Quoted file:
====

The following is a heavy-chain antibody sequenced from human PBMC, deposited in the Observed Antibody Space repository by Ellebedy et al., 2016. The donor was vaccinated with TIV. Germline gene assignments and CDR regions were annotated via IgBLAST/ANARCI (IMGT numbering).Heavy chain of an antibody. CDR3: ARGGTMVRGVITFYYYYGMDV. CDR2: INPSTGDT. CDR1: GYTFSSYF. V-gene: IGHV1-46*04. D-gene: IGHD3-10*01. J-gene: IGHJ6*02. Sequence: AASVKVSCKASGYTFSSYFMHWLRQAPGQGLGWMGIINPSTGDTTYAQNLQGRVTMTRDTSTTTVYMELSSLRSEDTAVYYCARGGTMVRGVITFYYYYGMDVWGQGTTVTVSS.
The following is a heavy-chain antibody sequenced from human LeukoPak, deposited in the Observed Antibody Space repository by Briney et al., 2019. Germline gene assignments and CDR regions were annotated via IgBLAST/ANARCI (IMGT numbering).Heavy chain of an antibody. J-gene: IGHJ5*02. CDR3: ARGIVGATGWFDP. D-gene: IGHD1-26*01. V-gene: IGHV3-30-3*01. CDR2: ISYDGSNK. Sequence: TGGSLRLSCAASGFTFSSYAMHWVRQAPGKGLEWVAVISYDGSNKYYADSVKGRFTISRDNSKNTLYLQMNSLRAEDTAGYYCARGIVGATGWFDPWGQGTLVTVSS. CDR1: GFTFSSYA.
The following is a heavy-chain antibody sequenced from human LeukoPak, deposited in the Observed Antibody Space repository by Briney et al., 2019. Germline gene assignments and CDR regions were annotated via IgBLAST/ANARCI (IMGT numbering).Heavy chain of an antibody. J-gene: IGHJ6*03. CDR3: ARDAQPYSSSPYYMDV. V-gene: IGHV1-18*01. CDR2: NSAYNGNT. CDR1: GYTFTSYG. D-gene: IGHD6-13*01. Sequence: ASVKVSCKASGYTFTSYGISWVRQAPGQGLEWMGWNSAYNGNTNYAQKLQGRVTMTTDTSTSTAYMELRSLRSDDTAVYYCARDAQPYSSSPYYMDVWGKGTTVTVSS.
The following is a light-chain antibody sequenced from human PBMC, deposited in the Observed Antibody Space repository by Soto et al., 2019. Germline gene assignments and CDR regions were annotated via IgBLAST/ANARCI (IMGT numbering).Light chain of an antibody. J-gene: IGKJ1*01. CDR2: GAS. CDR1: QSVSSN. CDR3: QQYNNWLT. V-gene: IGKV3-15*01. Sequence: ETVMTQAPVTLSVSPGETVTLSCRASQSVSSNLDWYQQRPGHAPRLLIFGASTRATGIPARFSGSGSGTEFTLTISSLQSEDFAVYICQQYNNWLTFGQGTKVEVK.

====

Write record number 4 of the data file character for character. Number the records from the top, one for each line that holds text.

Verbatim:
The following is a light-chain antibody sequenced from human PBMC, deposited in the Observed Antibody Space repository by Soto et al., 2019. Germline gene assignments and CDR regions were annotated via IgBLAST/ANARCI (IMGT numbering).Light chain of an antibody. J-gene: IGKJ1*01. CDR2: GAS. CDR1: QSVSSN. CDR3: QQYNNWLT. V-gene: IGKV3-15*01. Sequence: ETVMTQAPVTLSVSPGETVTLSCRASQSVSSNLDWYQQRPGHAPRLLIFGASTRATGIPARFSGSGSGTEFTLTISSLQSEDFAVYICQQYNNWLTFGQGTKVEVK.